Photo / Stan Byrne bonelessing on a roof in 2013 / Photo by Tom Illsley

What’s worth mentioning is that after Concrete Jungle, I was always under the impression that I made these videos “for the scene”. But that was a naive and frankly pompous load of bullshit. They were always for me. Everything The Terrible Company does was always for me to feel some form of accomplishment from doing something creative, going through the process of making a thing, and seeing it through. And, trust me, that is a fucking miracle. I am horrible at seeing things through. Most other creative endeavours I take on end with me getting bored. One of the reasons I really enjoy my job is because I get to do the fun, artsy visual shit on games and ignore all the complicated programming shit I get bored attempting.

The Terrible Company videos are a rare instance where I have this incredibly arduous, thankless creative project, and through some weird mixture of events I can put up with it long enough to see it through. When I made Ghostface, I had a genuine worry that tinkering away on it until it’s done, no matter how long that takes, would ultimately have me getting bored of it and pushing out something half baked… But that didn’t happen. I put out a video I genuinely loved making and watching. Something about skateboard videos just has that pull for me, and the events following Concrete Jungle taught me that.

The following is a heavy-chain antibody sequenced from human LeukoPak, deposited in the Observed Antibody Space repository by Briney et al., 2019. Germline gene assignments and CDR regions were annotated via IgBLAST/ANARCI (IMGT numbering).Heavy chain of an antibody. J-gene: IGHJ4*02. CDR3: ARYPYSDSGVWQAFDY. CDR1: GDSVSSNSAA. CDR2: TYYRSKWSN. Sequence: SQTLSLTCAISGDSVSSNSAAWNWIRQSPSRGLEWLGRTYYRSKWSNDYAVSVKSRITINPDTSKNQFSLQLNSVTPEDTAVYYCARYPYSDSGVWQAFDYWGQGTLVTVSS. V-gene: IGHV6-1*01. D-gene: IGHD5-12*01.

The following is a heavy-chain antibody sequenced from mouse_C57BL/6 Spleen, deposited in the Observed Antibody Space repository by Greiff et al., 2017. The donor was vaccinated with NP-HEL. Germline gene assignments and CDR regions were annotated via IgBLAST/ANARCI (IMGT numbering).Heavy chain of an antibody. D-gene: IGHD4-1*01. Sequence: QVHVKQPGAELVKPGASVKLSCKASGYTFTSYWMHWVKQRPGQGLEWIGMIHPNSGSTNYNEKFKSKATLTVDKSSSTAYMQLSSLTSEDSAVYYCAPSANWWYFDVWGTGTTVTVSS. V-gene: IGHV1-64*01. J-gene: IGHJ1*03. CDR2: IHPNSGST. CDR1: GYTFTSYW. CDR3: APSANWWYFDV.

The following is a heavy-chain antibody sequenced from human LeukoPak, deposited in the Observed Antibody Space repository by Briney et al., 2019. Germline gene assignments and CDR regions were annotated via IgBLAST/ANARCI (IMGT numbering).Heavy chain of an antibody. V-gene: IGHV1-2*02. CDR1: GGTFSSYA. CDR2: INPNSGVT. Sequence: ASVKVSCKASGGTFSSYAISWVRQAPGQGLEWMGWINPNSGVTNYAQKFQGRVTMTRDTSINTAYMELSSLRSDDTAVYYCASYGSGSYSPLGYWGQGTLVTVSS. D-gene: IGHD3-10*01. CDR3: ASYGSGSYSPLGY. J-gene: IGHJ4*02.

Will The Terrible Company ever be what it was when I filmed Concrete Jungle? No. But that’s OK. Because I think what it turned into afterwards was something far more confident and focused. And I don’t know if I would have figured that out if it wasn’t for Concrete Jungle, and the dumb public declaration that this blog was dead in 2013. For anyone who had been used to Terribleco at that time, that statement was true – but what replaced it when the blog eventually returned in 2016 was perhaps a lot more honest and creatively free than it had been before.